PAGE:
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It’s no secret that women (along with other minority groups) in medicine face barriers and challenges that our white, male counterparts don’t have to endure. But one aspect of being a female doctor that may not be as evident is the aggressions and micro-aggressions we face from other women in the field.
I recently sat down with my highly accomplished friend Dr. Cherise Lathan on my podcast, The Female Doc Show, to talk about our experiences of being women of color in medicine.
“It’s aggressions, but definitely laced with some microaggressions. And I think the hardest part is that it’s not always coming from where you think it’s going to come from or where you’re anticipating it’s going to come from. And sometimes, it comes from other women in the field,” Dr. Lathan explains.
And these woman-to-woman aggressions are met with other microaggressions when practicing in the culturally diverse cities that we practice in. As Dr. Lathan describes, there exists a microaggression that subsists of “women of color are coming for you.” So, as women of color in medicine, we’re introduced to a different dynamic and an added layer of aggression.
I asked Dr. Lathan what her most memorable experience is with women-on-women microaggressions. She described her experience in graduate programming as one of five black women in a class of 100 students.
“Somewhere in the first year, it just became this unspoken expectation that we all were going to study together. All of the black girls had to do everything together.But to me, it was just about finding out who is going to be that strong study partner. It didn’t matter the color of your skin. I actually didn’t care.
So I think it was right after our midterm. I started studying with a new group because not only did I see how they were performing and their commitment and their study ethic, I felt like we vibed a little bit better from an academic perspective.”
Once she switched study groups, there was a major shift – her old study group wouldn’t talk to her, acknowledge her, and just generally shunned her.
“Just because I wanted to study with other people now, mind you, it wasn’t that I abandoned them. They just observed me in another room studying with a group of three white women. And because I did that, I was now the black sheep. And even to this day, they will not engage me. They won’t tap into my network or anything that I’m doing.”
For me, as a Pakistani American, I faced similar situations where it’s felt like I’m trying to fit in with my own culture. Although there’s a huge range of how my fellow Pakistani American students grew up, there were some that believed if you’re not loyal to us, then you’re not Pakistani enough.
But by the same token, you could be with your white girl study group and not fit in exactly there either. Because if you talk about something that’s going on at home or a struggle about your parents immigrating here or other discrimination, they just don’t get it.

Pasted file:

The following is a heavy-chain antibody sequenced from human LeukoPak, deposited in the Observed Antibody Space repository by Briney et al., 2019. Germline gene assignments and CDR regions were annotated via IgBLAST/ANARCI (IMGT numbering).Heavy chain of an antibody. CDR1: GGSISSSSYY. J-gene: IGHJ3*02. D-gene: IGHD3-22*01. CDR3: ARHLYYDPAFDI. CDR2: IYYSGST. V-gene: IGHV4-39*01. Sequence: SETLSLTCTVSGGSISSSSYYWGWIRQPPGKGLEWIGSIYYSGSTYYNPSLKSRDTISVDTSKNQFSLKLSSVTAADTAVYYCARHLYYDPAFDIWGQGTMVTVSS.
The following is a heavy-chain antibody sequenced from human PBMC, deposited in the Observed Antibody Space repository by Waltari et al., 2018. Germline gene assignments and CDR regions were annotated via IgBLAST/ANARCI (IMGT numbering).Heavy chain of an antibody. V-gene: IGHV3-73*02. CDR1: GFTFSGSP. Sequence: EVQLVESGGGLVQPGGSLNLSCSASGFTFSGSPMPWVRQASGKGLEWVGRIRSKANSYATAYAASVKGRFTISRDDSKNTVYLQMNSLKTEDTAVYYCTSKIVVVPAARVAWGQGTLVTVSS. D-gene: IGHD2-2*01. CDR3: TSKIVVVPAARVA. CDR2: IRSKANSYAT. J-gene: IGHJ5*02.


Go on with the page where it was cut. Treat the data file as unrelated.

In the Workplace
Unfortunately, these aggressions don’t stop once you’re in the workplace. These sentiments get embedded into our professional and personal lives and rise with us as we reach senior-level positions. As females there can be a mindset that if you’re not loyal, then you’re not a friend and you need to go away. And I’m not going to help you anymore your entire career and that’s it. Then when we do reach these senior-level positions, we’re not helping each other.
“It’s just silly how people let these little things create this narrative based on some experience that really has no value. And it really just keeps dimming our shine. It just proliferates the problem of why we are having these conversations about what it’s like to be a woman in healthcare,” explains Dr. Lathan. “I mean, are two dudes sitting talking about what it’s like to be abandoned healthcare? No.”
One reason these strifes between women appear is because society expects us to be nurturing. And when women are not nurturing, we are punished so much more because we’re not allowed to step out of that box.
As Dr. Lathan suggests, as you grow professionally and gain access to more rooms and different conversations, that nurturing aspect isn’t rewarded. So, you morph into what you think you need to become to achieve success. Because we as women know we have to work harder than our male counterparts, particularly when now you have an ethnicity behind it that comes with a connotation.
Not only as a woman do I need to work harder, but now as a woman of color, I need to work double as hard. You’re not going to climb if you’re so worried about creating space for other people because you’re trying to create a larger gap between you and those that are coming behind you.
This creates an immense pressure that is exasperated by being in a profession that is very much male-dominated. So to survive, we’ve sort of adopted stereotypical hyper-masculine traits.
When I was in residency, I used to brag about how I didn’t know how to cook because, for me, cooking was female-gendered. My mom used to tell me when I was younger that I needed to learn how to cook for my husband. This was a way of pushing away my absolute femininity by saying no, you will not mistake me for a wife. I’m a doctor.